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An instrument for ascertaining, measuring, or exhibiting the properties of polarized light or for studying the interactions of polarized light with optically transparent media.
American Heritage® Dictionary of the English Language, Fifth Edition. Copyright © 2016 by Houghton Mifflin Harcourt Publishing Company. Published by Houghton Mifflin Harcourt Publishing Company. All rights reserved.


(Chemistry) an instrument for detecting polarized light or for observing objects under polarized light, esp for detecting strain in transparent materials. See photoelasticity
Collins English Dictionary – Complete and Unabridged, 12th Edition 2014 © HarperCollins Publishers 1991, 1994, 1998, 2000, 2003, 2006, 2007, 2009, 2011, 2014


(poʊˈlær əˌskoʊp, pə-)

an instrument for measuring or exhibiting the polarization of light or for examining substances in polarized light.
po•lar`i•scop′ic (-ˈskɒp ɪk) adj.
Random House Kernerman Webster's College Dictionary, © 2010 K Dictionaries Ltd. Copyright 2005, 1997, 1991 by Random House, Inc. All rights reserved.
ThesaurusAntonymsRelated WordsSynonymsLegend:
Noun1.polariscope - an optical device used to measure the rotation of the plane of vibration of polarized lightpolariscope - an optical device used to measure the rotation of the plane of vibration of polarized light
optical device - a device for producing or controlling light
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References in periodicals archive ?
Polarizers inserted above and below a masked sample could enable further information to be extracted from the photographic images taken in cross-polarized geometry, since the imaging system then functions as a simple polariscope. Our preliminary results shown in Figure 4 illustrate that such images could be used as an effective means for visualizing material flow and anisotropic crystallization under nonquiescent conditions for, among others, injection-molded polymer samples such as those analyzed above.
In the new study published in Applied Physics Letters, Aben, Chandrasekar, Chaudhri, and their coauthors have investigated the stress distribution in Prince Rupert's drops using a transmission polariscope, which is a type of microscope that measures the birefringence in an axi-symmetrical transparent object, such as a Prince Rupert's drop.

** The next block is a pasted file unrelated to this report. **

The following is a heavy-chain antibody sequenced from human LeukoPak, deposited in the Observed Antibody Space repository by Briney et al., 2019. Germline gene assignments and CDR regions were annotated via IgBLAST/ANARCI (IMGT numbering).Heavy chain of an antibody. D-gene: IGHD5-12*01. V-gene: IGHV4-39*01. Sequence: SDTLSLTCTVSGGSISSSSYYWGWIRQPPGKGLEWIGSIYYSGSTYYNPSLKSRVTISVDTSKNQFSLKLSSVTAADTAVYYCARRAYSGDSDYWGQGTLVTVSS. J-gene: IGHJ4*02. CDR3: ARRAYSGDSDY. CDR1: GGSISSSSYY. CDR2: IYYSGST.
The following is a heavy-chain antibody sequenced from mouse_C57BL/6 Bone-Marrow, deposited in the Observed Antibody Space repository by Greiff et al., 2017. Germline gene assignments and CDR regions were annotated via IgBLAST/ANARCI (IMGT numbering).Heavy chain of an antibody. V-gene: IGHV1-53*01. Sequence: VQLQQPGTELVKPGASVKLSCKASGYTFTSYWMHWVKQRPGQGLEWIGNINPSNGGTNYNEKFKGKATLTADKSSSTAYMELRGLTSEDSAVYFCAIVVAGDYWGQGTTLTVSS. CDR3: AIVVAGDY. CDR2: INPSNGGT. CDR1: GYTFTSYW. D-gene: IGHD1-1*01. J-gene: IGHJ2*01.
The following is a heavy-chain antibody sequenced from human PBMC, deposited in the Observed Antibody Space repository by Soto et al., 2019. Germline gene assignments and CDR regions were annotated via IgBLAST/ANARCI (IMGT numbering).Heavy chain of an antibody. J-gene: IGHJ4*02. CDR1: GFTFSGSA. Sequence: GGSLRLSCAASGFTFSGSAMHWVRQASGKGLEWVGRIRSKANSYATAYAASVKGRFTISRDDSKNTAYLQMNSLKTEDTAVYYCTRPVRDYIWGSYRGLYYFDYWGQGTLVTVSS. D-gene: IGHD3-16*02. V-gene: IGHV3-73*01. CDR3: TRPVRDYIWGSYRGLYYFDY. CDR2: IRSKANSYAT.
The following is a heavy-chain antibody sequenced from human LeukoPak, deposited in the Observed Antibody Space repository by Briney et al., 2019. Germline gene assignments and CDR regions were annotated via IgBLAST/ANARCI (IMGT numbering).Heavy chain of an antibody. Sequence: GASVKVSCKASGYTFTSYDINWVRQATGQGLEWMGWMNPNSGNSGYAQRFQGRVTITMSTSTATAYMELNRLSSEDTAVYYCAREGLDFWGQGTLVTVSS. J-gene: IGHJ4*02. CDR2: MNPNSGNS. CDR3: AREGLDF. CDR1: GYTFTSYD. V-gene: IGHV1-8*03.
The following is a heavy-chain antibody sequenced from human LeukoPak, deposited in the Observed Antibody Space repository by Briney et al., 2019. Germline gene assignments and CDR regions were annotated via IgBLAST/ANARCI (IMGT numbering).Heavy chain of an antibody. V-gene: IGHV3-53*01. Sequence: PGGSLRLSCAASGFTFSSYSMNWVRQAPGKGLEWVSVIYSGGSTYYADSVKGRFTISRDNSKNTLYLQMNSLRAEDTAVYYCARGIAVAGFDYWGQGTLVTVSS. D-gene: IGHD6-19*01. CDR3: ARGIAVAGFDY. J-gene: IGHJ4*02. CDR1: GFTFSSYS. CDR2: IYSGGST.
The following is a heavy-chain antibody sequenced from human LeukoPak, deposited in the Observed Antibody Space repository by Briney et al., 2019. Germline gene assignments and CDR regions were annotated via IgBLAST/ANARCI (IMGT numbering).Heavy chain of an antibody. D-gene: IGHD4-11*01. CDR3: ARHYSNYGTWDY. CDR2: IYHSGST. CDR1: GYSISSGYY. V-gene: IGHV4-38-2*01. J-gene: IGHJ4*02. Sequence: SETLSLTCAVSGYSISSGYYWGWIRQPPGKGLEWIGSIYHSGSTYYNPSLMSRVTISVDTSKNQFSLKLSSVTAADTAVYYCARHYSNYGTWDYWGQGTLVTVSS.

The residual stresses of the manufactured specimens were also evaluated by the polarized light technique using a polariscope with polarizing and quarter-wave lenses of 250 mm diameters, following the ASTM D4093 [18].
The absence of a reflected ray does not imply that reflectivity is zero, as the polariscope attests.
Viewed with the polariscope, these distinctly fissured stones appeared streaky and exhibited tabby extinction.
* Tyler Gordon, graduate art student, for his photograph, taken with the aid of a polariscope, of "Prince Rupert's Drops," a style of glass sculpture.
Birefringent coatings are bonded to the surface of the component with a special reflective cement and when the structure is loaded, the surface strains are transmitted to the coating and produce a fringe pattern which is recorded and analysed by means of a reflection polariscope. This method combined with the circular drilling technique is pursued to study residual stresses.
Load tests were performed in an Instron Model 4411 (Instron Corp, Norwood, MA) universal testing machine equipped with polariscope (white light source and polarizing filter), and digital camera (Sony Model Handycam DCRSR300 6.1 MP, Sony Corporation, Japan).
Figure 1 (left) shows a photoelastic fringe pattern in a light-field circular polariscope near the edge of a tempered glass panel of 6 mm thickness.
In [10] Seebeck gave an interpretation of the obtained interference fringes and investigated the changes of the fringe patterns when the specimens were rotated in a polariscope. He named the interference fringes in glass "entoptical fringes" (entoptische Farbenfiguren), evidently following Goethe's classification of colours into "dioptical", "paraoptical" and "epoptical" ones [2].
The stresses transmitted to the supporting structures with each appliance were recorded photographically in the field of a circular polariscope. In addition, each appliance was mounted on a split-stone maxillary cast and the force-activation levels were measured.